Coming up with names for your soon-to-be-born children can be pretty challenging but so can naming your CSS. The main problem stems from each site changing over time. A class name might make sense now but what if the design changes? To help out with this, think of names in three main categories: functional, content-based, and presentational.
These names come from how the style reflects the elements function. For example, a Facebook “Like” button will most likely look the same across the entire site or a “close” icon in the corner of an element. If you build these elements out and the designer changes the look, you don’t have to change any HTML or CSS names. These names can look something like:
<div class="facebook-like">Like</div> <div class="corner-close">X</div>
These names are just like they sound, styling based off the content of the element. Some examples of these include:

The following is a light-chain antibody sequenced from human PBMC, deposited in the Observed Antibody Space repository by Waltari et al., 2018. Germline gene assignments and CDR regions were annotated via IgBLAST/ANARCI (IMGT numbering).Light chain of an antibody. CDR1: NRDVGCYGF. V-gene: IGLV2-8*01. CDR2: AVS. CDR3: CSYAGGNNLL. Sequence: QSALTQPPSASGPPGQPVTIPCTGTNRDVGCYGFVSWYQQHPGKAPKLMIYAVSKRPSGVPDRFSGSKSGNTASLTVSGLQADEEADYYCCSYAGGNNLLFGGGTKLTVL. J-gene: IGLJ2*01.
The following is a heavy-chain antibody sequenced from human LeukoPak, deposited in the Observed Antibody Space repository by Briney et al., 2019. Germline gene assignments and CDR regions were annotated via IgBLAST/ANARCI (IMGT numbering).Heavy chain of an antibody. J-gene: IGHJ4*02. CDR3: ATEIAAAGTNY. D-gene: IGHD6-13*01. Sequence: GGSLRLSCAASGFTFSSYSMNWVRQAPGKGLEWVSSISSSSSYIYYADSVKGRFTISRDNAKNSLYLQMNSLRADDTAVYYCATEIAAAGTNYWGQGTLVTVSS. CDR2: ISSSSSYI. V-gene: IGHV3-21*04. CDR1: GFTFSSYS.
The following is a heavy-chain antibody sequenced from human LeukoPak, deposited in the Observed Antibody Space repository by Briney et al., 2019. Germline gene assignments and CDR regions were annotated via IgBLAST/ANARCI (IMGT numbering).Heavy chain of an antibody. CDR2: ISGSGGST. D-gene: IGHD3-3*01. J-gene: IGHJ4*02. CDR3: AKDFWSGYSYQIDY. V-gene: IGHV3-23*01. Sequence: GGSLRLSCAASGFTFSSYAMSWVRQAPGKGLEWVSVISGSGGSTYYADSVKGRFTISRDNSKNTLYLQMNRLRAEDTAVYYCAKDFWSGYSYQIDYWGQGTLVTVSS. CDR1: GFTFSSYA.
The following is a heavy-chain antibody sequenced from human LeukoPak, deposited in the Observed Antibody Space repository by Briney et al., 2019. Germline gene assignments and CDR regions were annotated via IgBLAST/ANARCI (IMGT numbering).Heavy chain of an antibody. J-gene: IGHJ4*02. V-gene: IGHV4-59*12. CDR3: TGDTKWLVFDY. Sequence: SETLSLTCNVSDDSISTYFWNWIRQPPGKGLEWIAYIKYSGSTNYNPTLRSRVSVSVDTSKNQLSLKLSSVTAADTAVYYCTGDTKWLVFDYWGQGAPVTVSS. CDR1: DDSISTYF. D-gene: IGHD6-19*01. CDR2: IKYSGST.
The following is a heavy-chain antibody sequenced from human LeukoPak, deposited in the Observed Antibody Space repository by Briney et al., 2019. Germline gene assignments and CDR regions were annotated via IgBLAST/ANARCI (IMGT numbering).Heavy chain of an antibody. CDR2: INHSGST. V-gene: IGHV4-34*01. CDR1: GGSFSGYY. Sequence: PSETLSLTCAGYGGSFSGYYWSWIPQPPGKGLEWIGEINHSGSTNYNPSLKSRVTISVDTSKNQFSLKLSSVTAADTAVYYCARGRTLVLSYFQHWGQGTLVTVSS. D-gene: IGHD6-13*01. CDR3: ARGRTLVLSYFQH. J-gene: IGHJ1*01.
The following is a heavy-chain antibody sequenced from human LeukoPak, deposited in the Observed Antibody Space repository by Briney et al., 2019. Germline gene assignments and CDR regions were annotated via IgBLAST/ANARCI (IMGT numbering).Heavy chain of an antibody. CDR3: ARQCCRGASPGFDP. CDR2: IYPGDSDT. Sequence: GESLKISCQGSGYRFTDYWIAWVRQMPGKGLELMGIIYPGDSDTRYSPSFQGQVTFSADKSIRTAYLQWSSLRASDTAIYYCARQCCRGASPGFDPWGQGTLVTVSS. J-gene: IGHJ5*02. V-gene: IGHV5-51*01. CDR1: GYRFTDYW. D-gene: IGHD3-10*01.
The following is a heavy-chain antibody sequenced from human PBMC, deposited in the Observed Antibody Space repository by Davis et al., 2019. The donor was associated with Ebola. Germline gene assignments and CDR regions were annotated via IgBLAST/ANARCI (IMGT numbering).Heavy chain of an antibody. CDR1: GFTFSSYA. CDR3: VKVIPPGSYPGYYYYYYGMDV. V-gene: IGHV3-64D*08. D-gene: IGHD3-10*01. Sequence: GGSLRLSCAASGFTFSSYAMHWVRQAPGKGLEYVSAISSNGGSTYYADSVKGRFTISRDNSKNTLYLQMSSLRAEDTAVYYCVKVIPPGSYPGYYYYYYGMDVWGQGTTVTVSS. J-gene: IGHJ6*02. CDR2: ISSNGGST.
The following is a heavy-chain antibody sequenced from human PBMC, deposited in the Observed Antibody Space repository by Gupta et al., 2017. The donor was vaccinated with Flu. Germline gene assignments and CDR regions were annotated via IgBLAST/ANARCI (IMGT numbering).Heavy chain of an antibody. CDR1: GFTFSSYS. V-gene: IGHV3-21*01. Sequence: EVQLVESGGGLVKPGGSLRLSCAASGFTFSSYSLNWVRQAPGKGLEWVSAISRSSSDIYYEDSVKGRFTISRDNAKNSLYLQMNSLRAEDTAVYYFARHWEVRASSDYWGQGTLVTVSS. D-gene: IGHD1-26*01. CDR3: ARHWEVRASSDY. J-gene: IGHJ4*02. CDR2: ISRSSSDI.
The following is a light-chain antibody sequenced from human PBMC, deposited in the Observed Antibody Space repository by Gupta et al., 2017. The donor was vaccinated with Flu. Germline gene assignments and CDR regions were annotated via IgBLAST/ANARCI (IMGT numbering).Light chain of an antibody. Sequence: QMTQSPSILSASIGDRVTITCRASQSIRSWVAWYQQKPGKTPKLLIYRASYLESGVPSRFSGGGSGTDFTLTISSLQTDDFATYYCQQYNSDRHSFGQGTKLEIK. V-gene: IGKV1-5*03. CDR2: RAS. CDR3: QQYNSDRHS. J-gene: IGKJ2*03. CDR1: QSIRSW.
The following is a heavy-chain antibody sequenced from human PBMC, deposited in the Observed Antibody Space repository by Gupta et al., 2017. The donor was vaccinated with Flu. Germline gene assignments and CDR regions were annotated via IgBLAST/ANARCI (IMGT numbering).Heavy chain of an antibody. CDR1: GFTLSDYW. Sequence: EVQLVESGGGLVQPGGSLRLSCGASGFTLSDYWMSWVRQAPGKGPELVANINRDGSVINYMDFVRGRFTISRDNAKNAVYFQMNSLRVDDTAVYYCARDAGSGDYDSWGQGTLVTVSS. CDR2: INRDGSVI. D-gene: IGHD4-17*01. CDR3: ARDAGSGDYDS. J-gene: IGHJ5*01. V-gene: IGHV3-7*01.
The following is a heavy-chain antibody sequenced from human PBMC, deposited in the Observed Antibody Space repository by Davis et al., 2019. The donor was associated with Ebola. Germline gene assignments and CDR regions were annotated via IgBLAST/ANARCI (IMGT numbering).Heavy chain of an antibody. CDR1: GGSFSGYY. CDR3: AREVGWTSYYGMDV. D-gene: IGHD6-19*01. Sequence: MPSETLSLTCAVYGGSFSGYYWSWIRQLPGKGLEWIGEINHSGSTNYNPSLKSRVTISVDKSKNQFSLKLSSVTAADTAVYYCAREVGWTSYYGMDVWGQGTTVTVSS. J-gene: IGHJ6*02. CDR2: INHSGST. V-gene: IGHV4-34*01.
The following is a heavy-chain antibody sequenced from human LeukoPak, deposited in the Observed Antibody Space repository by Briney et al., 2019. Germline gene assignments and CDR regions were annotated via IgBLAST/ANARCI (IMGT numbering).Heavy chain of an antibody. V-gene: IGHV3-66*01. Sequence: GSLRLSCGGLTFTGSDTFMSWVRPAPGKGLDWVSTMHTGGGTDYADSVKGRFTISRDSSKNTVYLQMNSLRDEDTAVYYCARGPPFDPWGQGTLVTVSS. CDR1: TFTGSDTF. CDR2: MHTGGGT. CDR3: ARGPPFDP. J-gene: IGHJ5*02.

What if these buttons look the same? You’d most likely use the same style block with a comma separating the names. What if the designer wants them to look different later on down the road? Or maybe another element could use those same styles. This is manageable at a small scale but as your site grows, this could get out of hand quickly.
These names deal with the actual look and presentation of an element. Something like:
<div class="dropshadow">...</div> <div class="round-corners">...</div>
These classes can easily be reused and added onto other elements. This also is very helpful if you’re part of a team and another developer will be going into your code at some point in the future. A class of “circle” and “dropshadow” are easier to understand than “avatar.” The downside to this type is having to use multiple class names for a given element and having to delete/switch out class names in the html.
So now what?
For the most part you’ll mostly likely be using functional names but if you can’t use them for a given element, take a look at your project overall. Is it a large build where content-based might get crazy and using multiple presentation names will be repeated or on the smaller side without many different types of content? There are many different ways to “skin a cat” and we all tend to develop slightly differently. No one way is the “holy grail.” Let me know if you have any other techniques you use when naming your CSS in the comments below.